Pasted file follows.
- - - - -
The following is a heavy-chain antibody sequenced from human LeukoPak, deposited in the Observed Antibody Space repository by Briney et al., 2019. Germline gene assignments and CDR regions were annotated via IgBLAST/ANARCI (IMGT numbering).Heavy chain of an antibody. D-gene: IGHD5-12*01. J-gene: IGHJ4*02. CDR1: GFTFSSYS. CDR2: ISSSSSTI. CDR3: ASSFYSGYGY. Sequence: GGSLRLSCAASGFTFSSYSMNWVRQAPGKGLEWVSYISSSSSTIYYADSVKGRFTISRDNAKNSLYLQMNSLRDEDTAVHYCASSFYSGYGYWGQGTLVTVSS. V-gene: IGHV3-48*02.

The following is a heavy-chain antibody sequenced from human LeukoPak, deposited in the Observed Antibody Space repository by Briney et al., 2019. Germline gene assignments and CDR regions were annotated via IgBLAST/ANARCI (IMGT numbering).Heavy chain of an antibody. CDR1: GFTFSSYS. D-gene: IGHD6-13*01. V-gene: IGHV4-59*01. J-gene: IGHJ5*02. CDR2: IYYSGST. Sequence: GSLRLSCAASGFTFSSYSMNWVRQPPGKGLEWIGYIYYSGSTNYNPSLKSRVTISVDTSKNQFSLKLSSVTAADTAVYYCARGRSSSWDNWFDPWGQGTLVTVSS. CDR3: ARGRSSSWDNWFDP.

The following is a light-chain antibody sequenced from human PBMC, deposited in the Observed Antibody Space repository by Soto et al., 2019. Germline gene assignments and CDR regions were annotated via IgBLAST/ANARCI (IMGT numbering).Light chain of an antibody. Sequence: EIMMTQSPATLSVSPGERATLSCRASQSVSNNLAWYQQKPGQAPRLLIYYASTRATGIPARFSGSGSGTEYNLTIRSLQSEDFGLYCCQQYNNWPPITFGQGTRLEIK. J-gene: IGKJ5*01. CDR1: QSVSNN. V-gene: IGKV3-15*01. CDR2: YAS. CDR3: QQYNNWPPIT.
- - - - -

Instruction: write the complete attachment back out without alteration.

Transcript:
The following is a heavy-chain antibody sequenced from human LeukoPak, deposited in the Observed Antibody Space repository by Briney et al., 2019. Germline gene assignments and CDR regions were annotated via IgBLAST/ANARCI (IMGT numbering).Heavy chain of an antibody. D-gene: IGHD5-12*01. J-gene: IGHJ4*02. CDR1: GFTFSSYS. CDR2: ISSSSSTI. CDR3: ASSFYSGYGY. Sequence: GGSLRLSCAASGFTFSSYSMNWVRQAPGKGLEWVSYISSSSSTIYYADSVKGRFTISRDNAKNSLYLQMNSLRDEDTAVHYCASSFYSGYGYWGQGTLVTVSS. V-gene: IGHV3-48*02.

The following is a heavy-chain antibody sequenced from human LeukoPak, deposited in the Observed Antibody Space repository by Briney et al., 2019. Germline gene assignments and CDR regions were annotated via IgBLAST/ANARCI (IMGT numbering).Heavy chain of an antibody. CDR1: GFTFSSYS. D-gene: IGHD6-13*01. V-gene: IGHV4-59*01. J-gene: IGHJ5*02. CDR2: IYYSGST. Sequence: GSLRLSCAASGFTFSSYSMNWVRQPPGKGLEWIGYIYYSGSTNYNPSLKSRVTISVDTSKNQFSLKLSSVTAADTAVYYCARGRSSSWDNWFDPWGQGTLVTVSS. CDR3: ARGRSSSWDNWFDP.

The following is a light-chain antibody sequenced from human PBMC, deposited in the Observed Antibody Space repository by Soto et al., 2019. Germline gene assignments and CDR regions were annotated via IgBLAST/ANARCI (IMGT numbering).Light chain of an antibody. Sequence: EIMMTQSPATLSVSPGERATLSCRASQSVSNNLAWYQQKPGQAPRLLIYYASTRATGIPARFSGSGSGTEYNLTIRSLQSEDFGLYCCQQYNNWPPITFGQGTRLEIK. J-gene: IGKJ5*01. CDR1: QSVSNN. V-gene: IGKV3-15*01. CDR2: YAS. CDR3: QQYNNWPPIT.